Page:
Relative Risk Analysis of Factors Associated with Difficult Intubation in Obstetric Anesthesia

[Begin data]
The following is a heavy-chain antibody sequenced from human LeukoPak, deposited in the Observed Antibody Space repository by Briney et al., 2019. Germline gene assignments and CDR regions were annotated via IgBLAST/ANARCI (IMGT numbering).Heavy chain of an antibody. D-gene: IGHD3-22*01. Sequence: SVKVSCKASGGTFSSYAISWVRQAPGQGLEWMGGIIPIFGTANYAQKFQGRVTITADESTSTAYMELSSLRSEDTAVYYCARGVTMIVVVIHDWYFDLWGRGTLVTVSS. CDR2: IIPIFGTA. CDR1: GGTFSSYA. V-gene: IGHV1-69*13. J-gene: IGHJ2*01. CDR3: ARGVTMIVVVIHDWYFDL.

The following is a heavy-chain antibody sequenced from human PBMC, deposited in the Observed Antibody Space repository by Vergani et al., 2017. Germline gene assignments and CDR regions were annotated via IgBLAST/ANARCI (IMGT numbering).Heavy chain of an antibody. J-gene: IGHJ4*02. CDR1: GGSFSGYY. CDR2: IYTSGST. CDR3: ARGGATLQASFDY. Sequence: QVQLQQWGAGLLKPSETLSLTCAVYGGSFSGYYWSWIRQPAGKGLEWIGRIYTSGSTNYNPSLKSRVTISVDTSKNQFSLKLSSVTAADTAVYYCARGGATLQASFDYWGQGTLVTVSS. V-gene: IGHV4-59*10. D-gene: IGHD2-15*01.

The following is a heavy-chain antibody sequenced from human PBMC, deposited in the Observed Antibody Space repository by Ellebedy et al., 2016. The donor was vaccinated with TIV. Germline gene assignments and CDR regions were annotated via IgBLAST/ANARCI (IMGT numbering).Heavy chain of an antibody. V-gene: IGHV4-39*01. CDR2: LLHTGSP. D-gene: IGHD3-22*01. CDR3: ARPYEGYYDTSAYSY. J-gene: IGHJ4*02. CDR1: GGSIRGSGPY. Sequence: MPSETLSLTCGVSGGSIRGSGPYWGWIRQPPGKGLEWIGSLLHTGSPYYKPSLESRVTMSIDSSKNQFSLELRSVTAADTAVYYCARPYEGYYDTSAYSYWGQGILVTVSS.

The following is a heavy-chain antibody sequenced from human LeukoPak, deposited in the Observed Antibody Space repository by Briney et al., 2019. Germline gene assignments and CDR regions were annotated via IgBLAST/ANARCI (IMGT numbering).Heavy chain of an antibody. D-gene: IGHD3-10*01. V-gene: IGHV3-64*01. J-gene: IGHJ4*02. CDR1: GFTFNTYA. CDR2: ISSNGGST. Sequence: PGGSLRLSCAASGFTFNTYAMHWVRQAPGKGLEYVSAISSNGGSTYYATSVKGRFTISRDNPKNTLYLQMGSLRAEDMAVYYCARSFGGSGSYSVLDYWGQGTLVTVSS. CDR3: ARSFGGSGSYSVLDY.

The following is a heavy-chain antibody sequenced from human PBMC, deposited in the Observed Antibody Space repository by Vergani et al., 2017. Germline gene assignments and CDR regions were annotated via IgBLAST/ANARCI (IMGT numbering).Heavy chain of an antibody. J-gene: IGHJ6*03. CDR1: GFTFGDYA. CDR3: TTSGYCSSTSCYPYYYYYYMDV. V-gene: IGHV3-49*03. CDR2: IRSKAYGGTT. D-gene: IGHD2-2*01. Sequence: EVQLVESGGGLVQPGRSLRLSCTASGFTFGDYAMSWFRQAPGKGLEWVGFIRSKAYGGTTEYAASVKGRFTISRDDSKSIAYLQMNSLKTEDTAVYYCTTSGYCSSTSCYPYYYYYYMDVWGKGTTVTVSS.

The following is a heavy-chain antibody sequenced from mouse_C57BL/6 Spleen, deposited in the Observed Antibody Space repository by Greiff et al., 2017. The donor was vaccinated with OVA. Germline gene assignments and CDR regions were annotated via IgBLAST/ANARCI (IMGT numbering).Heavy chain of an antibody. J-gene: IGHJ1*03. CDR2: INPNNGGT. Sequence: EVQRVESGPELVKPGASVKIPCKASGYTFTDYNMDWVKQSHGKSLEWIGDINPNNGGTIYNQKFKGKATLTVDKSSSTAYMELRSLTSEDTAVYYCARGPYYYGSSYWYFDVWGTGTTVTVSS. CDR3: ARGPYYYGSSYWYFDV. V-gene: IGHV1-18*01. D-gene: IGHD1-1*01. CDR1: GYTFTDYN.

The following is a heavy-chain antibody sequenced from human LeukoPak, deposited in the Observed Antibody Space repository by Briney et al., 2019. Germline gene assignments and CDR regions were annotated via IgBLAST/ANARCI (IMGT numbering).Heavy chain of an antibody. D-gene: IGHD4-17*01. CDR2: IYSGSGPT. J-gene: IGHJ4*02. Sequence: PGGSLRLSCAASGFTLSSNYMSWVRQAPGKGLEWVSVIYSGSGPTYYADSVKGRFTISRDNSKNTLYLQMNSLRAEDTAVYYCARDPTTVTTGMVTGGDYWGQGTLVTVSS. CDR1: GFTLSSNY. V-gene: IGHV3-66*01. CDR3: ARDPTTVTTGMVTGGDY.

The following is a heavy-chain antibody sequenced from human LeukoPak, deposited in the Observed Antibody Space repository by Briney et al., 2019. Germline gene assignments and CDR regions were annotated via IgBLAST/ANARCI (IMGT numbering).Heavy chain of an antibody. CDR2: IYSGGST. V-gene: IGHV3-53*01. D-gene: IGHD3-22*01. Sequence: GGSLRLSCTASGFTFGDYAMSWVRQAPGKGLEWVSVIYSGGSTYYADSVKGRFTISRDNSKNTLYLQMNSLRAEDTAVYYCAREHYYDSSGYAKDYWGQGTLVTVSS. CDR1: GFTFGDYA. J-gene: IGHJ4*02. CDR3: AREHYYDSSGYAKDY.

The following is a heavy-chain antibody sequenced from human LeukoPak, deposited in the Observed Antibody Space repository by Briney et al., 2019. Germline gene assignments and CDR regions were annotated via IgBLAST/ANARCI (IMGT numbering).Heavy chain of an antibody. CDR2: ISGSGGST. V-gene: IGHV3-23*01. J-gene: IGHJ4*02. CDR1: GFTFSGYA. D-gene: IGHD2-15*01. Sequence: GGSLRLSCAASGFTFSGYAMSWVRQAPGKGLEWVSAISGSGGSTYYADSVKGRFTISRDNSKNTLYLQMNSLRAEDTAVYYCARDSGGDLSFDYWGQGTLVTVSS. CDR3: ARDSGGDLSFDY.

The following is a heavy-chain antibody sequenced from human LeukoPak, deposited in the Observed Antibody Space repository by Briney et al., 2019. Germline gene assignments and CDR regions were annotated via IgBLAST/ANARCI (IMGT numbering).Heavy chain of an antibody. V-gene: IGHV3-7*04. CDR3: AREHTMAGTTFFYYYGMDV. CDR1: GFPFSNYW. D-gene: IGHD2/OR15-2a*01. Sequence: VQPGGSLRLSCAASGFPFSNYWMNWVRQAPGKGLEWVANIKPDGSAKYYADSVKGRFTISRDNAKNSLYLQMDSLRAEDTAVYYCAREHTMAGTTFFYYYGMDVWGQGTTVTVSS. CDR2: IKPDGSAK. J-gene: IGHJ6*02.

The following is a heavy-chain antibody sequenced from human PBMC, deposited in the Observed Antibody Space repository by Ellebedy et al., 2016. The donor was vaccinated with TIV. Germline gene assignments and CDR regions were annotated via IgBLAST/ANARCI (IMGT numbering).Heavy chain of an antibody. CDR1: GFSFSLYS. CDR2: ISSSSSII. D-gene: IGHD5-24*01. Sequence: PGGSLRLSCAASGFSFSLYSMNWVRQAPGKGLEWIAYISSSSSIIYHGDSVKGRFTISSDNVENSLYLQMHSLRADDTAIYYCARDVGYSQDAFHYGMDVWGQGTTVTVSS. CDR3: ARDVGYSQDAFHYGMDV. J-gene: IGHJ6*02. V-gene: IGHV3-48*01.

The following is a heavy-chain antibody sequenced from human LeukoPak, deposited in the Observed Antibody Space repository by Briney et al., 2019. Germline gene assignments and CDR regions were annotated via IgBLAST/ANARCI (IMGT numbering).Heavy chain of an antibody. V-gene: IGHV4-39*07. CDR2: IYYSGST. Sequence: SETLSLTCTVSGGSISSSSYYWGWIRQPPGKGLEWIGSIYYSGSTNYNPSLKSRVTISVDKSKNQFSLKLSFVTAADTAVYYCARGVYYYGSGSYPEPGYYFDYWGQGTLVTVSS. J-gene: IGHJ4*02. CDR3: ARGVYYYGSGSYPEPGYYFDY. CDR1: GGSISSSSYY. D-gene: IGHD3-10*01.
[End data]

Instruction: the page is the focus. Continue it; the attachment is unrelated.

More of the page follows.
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Difficult tracheal intubation, often unexpected, has been identified as the commonest contributory factor to anesthetic-related maternal death. The ability to predict such cases preoperatively would be of great value. Preoperative airway assessment and potential risk factors for difficult tracheal intubation were recorded in 1,500 patients undergoing emergency and elective cesarean section under general anesthesia. Airway assessment using a modified Mallampati test recorded oropharyngeal structures visible upon maximal mouth opening. Potential risk factors documented were obesity; short neck; missing, protruding, or single maxillary incisors; receding mandible; facial edema; and swollen tongue. Subsequent to induction of anesthesia, the view at laryngoscopy and difficulty at intubation were graded. There was a significant (P < 0.001) correlation between the oropharyngeal structures seen and both the view at laryngoscopy and difficulty at intubation. Univariate analysis demonstrated a significant association between difficult intubation and short neck (P < 0.001), obesity (P < 0.0001), missing maxillary incisors (P < 0.02), protruding maxillary incisors (P < 0.001), single maxillary incisor (P < 0.0001), and receding mandible (P < 0.003). Neither facial edema (P = 0.414) nor swollen tongue (P = 0.141) were found to be associated with difficult intubation. Multivariate analysis removed obesity and missing and single maxillary incisors as risk factors. Obesity was eliminated because of its strong association with short neck. The probability of experiencing a difficult intubation for various combinations of risk factors was determined. The relative risk of experiencing a difficult intubation in comparison to an uncomplicated class I airway assessment was class II, 3.23; class III, 7.58; class IV, 11.3; short neck, 5.01; receding mandible, 9.71; and protruding maxillary incisors, 8.0. Using the probability index and/or relative risk for various combinations of risk factors may allow preoperative prediction of difficult tracheal intubation.

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